In attack the Springboks need to abandon the kicking game they seem to be adopting under Coetzee. South Africa have always been a team that revolved around power and physicality. They should be running with the ball in hand – a tactic they adopted part way through the second half that lead to two tries. They also need to be putting pressure on the opposition lineout. For a team with such a large physical presence, to not contest lineouts in their own 22 was bizarre. Finally they need to be much quicker when the ball is taken into contact. Compare the ball distribution speed of Youngs and Rudy Paige, and the problem becomes clear. Slow ball kills the game and limits a team’s options in attack, South Africa needed to recycle much quicker and keep their players charging forward.

The second issue is unfortunately tied to South African racial demographics, politics, and a growing drive to impose quotas on several national teams in South Africa. The South African Rugby Union has committed itself to having at least a 50-50 racial split in the Springbok team by the next world cup in 2019- an admirable goal, and one that the SARU should be striving towards. What I take issue with is the method by which they are going about achieving it. A top down quota on the national team is simply a poor solution to a problem that runs much deeper than the SARU is willing to realize, and it is an impossible to balance a system that places limitations on the current selection pool in South Africa with the desire for continued success on the international stage. What the SARU should be doing is looking at a lower level, providing equal opportunity in rugby in the very areas and communities they want represented in the national team. Rugby in South Africa has an unfortunate image as an elitist sport (a sentiment that is not exclusive to South Africa), and it is in tackling this image and broadening the horizons of the game outside of its traditional heartlands within South Africa that will deliver the results the SARU wants. In the 2009 film Invictus, there is a touching scene where the Springboks spend the day in one of the more disadvantaged areas of the country teaching the local children about rugby, its rules and how its played. Surely a system similar to this would be more beneficial on a national scale, it would pique someone’s interest in rugby that they may never have had, it could tap into a potentially enormous talent pool (people of color make up roughly 90% of South Africa’s population), and it could broaden the appeal of rugby in a country that has seen attendance slowly decline over the years. Ultimately a quota system that results in a lower caliber of rugby is detrimental to the progress of the game. If the Springboks’ decline continues under the quota system, what messages will that send to a young person of color hoping to get involved? That they can’t compete on merit? Most alarmingly it may even lead to thoughts that they simply aren’t good enough – surely a much more racist notion than any good a quota system will do.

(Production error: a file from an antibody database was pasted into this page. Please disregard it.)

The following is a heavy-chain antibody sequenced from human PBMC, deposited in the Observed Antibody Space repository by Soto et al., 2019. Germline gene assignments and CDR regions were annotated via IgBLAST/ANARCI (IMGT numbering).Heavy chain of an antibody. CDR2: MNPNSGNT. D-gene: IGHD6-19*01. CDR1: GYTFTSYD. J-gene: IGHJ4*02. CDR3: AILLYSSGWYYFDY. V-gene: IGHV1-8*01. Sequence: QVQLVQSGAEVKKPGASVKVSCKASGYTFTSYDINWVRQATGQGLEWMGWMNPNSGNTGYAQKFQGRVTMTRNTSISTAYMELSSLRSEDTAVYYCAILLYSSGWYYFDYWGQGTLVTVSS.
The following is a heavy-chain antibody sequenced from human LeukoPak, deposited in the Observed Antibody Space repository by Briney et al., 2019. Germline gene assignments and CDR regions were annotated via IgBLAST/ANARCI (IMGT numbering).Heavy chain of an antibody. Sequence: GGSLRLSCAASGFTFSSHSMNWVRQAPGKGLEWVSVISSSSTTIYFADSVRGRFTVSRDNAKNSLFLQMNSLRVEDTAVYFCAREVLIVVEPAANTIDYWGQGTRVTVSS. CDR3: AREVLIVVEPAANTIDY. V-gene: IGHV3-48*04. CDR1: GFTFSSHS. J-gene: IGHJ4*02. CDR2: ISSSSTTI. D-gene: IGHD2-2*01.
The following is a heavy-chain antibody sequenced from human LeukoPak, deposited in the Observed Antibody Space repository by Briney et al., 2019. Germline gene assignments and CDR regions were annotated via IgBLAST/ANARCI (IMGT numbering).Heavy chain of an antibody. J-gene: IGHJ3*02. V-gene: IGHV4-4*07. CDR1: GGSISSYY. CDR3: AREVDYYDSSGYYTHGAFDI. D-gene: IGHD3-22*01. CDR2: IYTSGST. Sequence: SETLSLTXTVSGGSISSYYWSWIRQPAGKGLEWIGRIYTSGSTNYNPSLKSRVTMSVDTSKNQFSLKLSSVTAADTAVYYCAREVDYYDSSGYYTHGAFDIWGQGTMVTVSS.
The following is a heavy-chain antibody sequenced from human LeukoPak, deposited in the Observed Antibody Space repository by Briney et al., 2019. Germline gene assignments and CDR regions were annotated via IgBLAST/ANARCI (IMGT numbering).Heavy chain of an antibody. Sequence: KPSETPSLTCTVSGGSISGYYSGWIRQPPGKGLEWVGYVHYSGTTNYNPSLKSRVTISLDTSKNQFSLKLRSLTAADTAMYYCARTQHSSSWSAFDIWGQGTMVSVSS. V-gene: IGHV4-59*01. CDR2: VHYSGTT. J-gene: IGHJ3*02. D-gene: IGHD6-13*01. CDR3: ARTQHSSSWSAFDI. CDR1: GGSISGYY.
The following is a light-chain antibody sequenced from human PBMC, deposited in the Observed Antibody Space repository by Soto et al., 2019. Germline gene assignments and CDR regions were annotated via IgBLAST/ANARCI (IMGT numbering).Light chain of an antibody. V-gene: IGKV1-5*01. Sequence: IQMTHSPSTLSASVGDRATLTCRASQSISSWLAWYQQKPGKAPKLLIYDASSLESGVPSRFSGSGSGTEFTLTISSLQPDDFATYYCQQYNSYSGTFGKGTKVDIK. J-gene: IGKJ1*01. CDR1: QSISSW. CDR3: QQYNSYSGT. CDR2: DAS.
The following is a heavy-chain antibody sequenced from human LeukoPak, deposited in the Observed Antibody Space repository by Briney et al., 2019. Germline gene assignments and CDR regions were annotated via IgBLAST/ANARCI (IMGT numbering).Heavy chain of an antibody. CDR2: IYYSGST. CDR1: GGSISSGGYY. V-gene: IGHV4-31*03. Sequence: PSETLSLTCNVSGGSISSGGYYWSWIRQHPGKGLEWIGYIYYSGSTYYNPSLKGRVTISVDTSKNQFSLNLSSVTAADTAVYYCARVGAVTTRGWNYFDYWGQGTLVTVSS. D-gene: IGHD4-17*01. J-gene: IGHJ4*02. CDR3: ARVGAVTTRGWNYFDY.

South Africa’s next challenge is a slightly easier prospect, a trip to Rome to play Italy. Whoever was in charge of organizing Italy’s fixtures for this period will be hoping not to run into Sergio Parisse on the streets of Rome – they have played a wounded New Zealand fresh off their first ever defeat to Ireland, and now have to contend with a South Africa side who have surrendered a long unbeaten run of their own. The Springboks will be heavy favourites, but the spectre of the wider problems in their game will not be far from their minds.

Photograph: commons.wikimedia